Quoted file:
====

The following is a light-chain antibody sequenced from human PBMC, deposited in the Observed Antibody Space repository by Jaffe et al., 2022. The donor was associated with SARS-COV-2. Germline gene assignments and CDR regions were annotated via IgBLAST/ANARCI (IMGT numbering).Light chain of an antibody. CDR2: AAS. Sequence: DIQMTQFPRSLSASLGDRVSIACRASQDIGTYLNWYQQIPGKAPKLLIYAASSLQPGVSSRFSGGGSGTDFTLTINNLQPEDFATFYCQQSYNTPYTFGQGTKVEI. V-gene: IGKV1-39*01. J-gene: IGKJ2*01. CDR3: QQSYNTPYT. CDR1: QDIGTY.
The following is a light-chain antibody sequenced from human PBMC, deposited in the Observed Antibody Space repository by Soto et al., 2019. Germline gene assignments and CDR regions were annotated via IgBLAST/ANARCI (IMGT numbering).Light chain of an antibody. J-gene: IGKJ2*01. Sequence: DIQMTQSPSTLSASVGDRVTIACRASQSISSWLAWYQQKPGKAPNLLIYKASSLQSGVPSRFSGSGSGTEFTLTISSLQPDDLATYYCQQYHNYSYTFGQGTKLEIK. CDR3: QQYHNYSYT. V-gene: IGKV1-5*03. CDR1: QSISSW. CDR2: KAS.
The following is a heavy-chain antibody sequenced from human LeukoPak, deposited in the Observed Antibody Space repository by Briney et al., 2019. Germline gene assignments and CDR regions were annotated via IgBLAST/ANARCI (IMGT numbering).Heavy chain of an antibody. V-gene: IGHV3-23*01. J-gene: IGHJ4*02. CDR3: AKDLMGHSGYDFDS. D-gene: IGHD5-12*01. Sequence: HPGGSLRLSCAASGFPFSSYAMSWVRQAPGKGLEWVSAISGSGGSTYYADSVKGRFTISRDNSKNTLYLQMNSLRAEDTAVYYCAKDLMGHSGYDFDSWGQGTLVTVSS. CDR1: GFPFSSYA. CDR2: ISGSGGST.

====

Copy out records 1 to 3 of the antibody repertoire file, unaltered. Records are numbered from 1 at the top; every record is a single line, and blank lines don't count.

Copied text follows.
The following is a light-chain antibody sequenced from human PBMC, deposited in the Observed Antibody Space repository by Jaffe et al., 2022. The donor was associated with SARS-COV-2. Germline gene assignments and CDR regions were annotated via IgBLAST/ANARCI (IMGT numbering).Light chain of an antibody. CDR2: AAS. Sequence: DIQMTQFPRSLSASLGDRVSIACRASQDIGTYLNWYQQIPGKAPKLLIYAASSLQPGVSSRFSGGGSGTDFTLTINNLQPEDFATFYCQQSYNTPYTFGQGTKVEI. V-gene: IGKV1-39*01. J-gene: IGKJ2*01. CDR3: QQSYNTPYT. CDR1: QDIGTY.
The following is a light-chain antibody sequenced from human PBMC, deposited in the Observed Antibody Space repository by Soto et al., 2019. Germline gene assignments and CDR regions were annotated via IgBLAST/ANARCI (IMGT numbering).Light chain of an antibody. J-gene: IGKJ2*01. Sequence: DIQMTQSPSTLSASVGDRVTIACRASQSISSWLAWYQQKPGKAPNLLIYKASSLQSGVPSRFSGSGSGTEFTLTISSLQPDDLATYYCQQYHNYSYTFGQGTKLEIK. CDR3: QQYHNYSYT. V-gene: IGKV1-5*03. CDR1: QSISSW. CDR2: KAS.
The following is a heavy-chain antibody sequenced from human LeukoPak, deposited in the Observed Antibody Space repository by Briney et al., 2019. Germline gene assignments and CDR regions were annotated via IgBLAST/ANARCI (IMGT numbering).Heavy chain of an antibody. V-gene: IGHV3-23*01. J-gene: IGHJ4*02. CDR3: AKDLMGHSGYDFDS. D-gene: IGHD5-12*01. Sequence: HPGGSLRLSCAASGFPFSSYAMSWVRQAPGKGLEWVSAISGSGGSTYYADSVKGRFTISRDNSKNTLYLQMNSLRAEDTAVYYCAKDLMGHSGYDFDSWGQGTLVTVSS. CDR1: GFPFSSYA. CDR2: ISGSGGST.